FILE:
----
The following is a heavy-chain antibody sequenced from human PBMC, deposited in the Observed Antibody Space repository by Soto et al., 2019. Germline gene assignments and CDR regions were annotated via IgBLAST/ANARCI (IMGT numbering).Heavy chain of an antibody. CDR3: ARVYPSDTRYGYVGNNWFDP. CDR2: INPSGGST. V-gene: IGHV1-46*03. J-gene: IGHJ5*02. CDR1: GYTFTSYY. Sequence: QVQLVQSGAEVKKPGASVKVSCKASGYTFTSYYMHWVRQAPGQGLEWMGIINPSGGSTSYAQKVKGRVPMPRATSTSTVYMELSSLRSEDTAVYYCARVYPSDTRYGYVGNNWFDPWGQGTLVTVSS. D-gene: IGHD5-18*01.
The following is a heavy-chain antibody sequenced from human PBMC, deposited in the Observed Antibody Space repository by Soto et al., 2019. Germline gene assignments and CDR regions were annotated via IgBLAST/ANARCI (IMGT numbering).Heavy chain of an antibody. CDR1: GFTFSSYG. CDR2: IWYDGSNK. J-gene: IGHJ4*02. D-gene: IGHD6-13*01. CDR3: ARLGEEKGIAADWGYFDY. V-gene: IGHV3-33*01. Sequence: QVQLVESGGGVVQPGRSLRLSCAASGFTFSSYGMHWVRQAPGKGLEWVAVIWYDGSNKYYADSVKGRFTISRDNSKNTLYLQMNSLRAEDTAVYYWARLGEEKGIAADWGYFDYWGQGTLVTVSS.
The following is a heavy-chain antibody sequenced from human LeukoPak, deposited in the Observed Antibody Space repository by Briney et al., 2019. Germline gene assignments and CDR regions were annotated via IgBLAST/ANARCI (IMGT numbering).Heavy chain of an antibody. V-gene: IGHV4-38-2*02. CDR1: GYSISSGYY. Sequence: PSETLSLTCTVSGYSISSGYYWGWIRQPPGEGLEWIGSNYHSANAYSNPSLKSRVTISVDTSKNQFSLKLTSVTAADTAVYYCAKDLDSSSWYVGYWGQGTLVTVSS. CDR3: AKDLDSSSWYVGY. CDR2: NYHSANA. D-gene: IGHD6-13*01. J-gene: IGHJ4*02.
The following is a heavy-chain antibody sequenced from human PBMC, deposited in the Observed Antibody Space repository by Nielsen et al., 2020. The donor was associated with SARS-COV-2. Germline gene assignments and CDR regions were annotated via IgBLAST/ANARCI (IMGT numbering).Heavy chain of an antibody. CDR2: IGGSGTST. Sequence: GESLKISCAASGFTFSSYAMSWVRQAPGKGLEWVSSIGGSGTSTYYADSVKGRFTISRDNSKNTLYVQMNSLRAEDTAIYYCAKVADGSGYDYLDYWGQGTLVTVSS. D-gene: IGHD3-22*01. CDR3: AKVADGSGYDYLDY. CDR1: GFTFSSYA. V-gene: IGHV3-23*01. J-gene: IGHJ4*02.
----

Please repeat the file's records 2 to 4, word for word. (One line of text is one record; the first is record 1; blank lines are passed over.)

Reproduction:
The following is a heavy-chain antibody sequenced from human PBMC, deposited in the Observed Antibody Space repository by Soto et al., 2019. Germline gene assignments and CDR regions were annotated via IgBLAST/ANARCI (IMGT numbering).Heavy chain of an antibody. CDR1: GFTFSSYG. CDR2: IWYDGSNK. J-gene: IGHJ4*02. D-gene: IGHD6-13*01. CDR3: ARLGEEKGIAADWGYFDY. V-gene: IGHV3-33*01. Sequence: QVQLVESGGGVVQPGRSLRLSCAASGFTFSSYGMHWVRQAPGKGLEWVAVIWYDGSNKYYADSVKGRFTISRDNSKNTLYLQMNSLRAEDTAVYYWARLGEEKGIAADWGYFDYWGQGTLVTVSS.
The following is a heavy-chain antibody sequenced from human LeukoPak, deposited in the Observed Antibody Space repository by Briney et al., 2019. Germline gene assignments and CDR regions were annotated via IgBLAST/ANARCI (IMGT numbering).Heavy chain of an antibody. V-gene: IGHV4-38-2*02. CDR1: GYSISSGYY. Sequence: PSETLSLTCTVSGYSISSGYYWGWIRQPPGEGLEWIGSNYHSANAYSNPSLKSRVTISVDTSKNQFSLKLTSVTAADTAVYYCAKDLDSSSWYVGYWGQGTLVTVSS. CDR3: AKDLDSSSWYVGY. CDR2: NYHSANA. D-gene: IGHD6-13*01. J-gene: IGHJ4*02.
The following is a heavy-chain antibody sequenced from human PBMC, deposited in the Observed Antibody Space repository by Nielsen et al., 2020. The donor was associated with SARS-COV-2. Germline gene assignments and CDR regions were annotated via IgBLAST/ANARCI (IMGT numbering).Heavy chain of an antibody. CDR2: IGGSGTST. Sequence: GESLKISCAASGFTFSSYAMSWVRQAPGKGLEWVSSIGGSGTSTYYADSVKGRFTISRDNSKNTLYVQMNSLRAEDTAIYYCAKVADGSGYDYLDYWGQGTLVTVSS. D-gene: IGHD3-22*01. CDR3: AKVADGSGYDYLDY. CDR1: GFTFSSYA. V-gene: IGHV3-23*01. J-gene: IGHJ4*02.